Introduction

In conventional aerobic activated sludge systems, biomass separation from the treated liquor relies on sedimentation of aggregated mixed microbial floes. If biomass separation from the treated effluent is facilitated by physical retention within the bioreactor the need for flocculation is removed. The necessary operating conditions can be achieved with cross-flow membrane bioreactors where the membrane acts as a filter to provide better

Keywords than clarified effluent. Progress in the engineering of membrane bioreactors and the development of immersed membrane configurations, has produced compact, robust, cost-effective systems. Immersed membrane systems use either hollow fibre membranes or flat sheet membranes (Bussion et al. 1998)1 and consist of membrane modules submerged directly into the activated sludge compartment. Typically they operate in an outside-inside filtration mode at low suction pressures, (1-5 bar). Operation at low suction pressure means a reduction in the transmembrane pressure. This means reduced fouling of the membrane and slower formation of a cake layer, resulting in less frequent backwashing and lower operating costs, as smaller pumps are required. However, because the force driving the liquid through the membranes is relatively low, a large membrane surface is required to compensate for the low flux rates achieved. Sludge wastage is minimised by maintaining a low F/M ratio while the footprint of the plant is reduced by operating at high biomass concentrations, typically 15 - 20 g/1 (Cote and Pound 1997)2. In addition, biomass retention allows build-up of a waste-specific microbial population, of particular use when dealing with industrial effluents, thereby providing the most effective biological treatment. The main improvements arising from the coupling of membrane technology with biological wastewater treatment are summarised in Table 1.

Table 1. Conventional and membrane biological treatment comparisons.

Problems and limitations associated with conventional biological treatment

Improvement from the inclusion of membranes in the process

Variations in the pollutant loading

Acceptance of variation in concentration of activated sludge including high concentrations

Very slow rate of kinetic reaction

Natural selection and total retention of the bacterial population

Settlement of bacteria in clarifier can rate limit process

Removal of bacteria from effluent not dependent upon settling characteristics of bacteria

Post-treatment removal of viruses required prior to reuse

Significant removal of viruses from effluent make direct reuse possible

Insufficient contact time between macromolecules and micro-organisms

Increase in contact time allowing effective treatment of low biodegradable products

Rate of sludge production creates a problem for disposal

Sludge volume reduced with minimised cost of post-treatment

Irregular quality of treated water and absence of effective barrier to bacteria

Production of high quality effluent, free from bacteria, offering the possibility of recycling

Bulky

Foot-print reduced

1.1 Materials and Methods

1.1 Materials and Methods

Fine bubble aeration Coarse bubble aeration

Figure 1. Schematic diagram of the pilot membrane bioreactor.

All chemical analysis was carried out on site with a Dr Lange colorimeter using standard methods. These results and all microbiological analysis were verified at a NAMAS accredited laboratory using standard methodologies3-4'5. Bacteriological samples were monitored for E.Coli and Coliforms and viral samples were monitored for Human Enteric Viruses.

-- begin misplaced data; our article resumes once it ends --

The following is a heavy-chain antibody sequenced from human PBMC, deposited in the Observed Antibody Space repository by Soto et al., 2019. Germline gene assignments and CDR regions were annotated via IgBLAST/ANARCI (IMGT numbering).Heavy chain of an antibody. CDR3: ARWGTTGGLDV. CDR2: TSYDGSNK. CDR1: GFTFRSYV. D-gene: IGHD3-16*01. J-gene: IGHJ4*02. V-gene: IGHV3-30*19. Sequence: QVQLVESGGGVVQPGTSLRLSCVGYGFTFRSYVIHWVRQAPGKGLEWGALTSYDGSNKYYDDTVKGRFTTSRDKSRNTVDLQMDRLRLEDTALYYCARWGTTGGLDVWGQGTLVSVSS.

A ZenoGemĀ® pilot plant was fed with effluent from a chicken processing factory that was high in COD, BOD, ammonia, suspended solids and fat. It also contained blood and feathers from the culling process. The effluent was screened through a 2 mm drum and then through two crude fat removal tanks, (Figure 3). These consisted of lm3 tanks operated with a constant overflow, the feed being taken from the bottom of the tank using a small submersible pump. The pilot plant used in this study had a total working volume of 4 m3, (Figures 1 and 2). It consisted of two reactors in series (of 3 m3 and 0.8 m3, respectively), followed by a membrane compartment, and CIP (cleaning in place) tank, operated under aerobic conditions. Fine bubble aeration was supplied at the bottom of the first bioreactor and the second was mechanically stirred. Two hollow fibre membrane modules, (surface area 13.8m3 each, pore size 0.1 microns supplied by Zenon GmbH), were submersed in the third compartment. The membranes are chlorine resistant made from plastic, woven to obtain the required pore size. Hollow fibre membranes provide a higher surface area to volume ratio than flat plate membranes, thus occupying less reactor volume. Coarse bubble aerators were positioned at the bottom of the membranes supplying air to increase cross flow velocity and increase mass transfer in the vicinity of the membranes. The membranes were backwashed with permeate for 40 seconds after every 300 seconds of operation. This is to prevent surface fouling and dislodge the cake layer formed at the membrane surface. Provision was made in the pilot plant for chemical cleaning with sodium hypochlorite, however a chemical clean was not required during this study. A biomass recirculation pump was in constant operation transferring biomass from the membrane compartment back into the first reactor. The pH was maintained between 6.75 and 7.25 by acid and alkali dosing.

Figure 2. Picture of the pilot plant Figure 3. Picture of first grease trap

1.2 Feed Quality

The characteristics of the screened feed are given in Table 2. Table 2. Feed characteristics.

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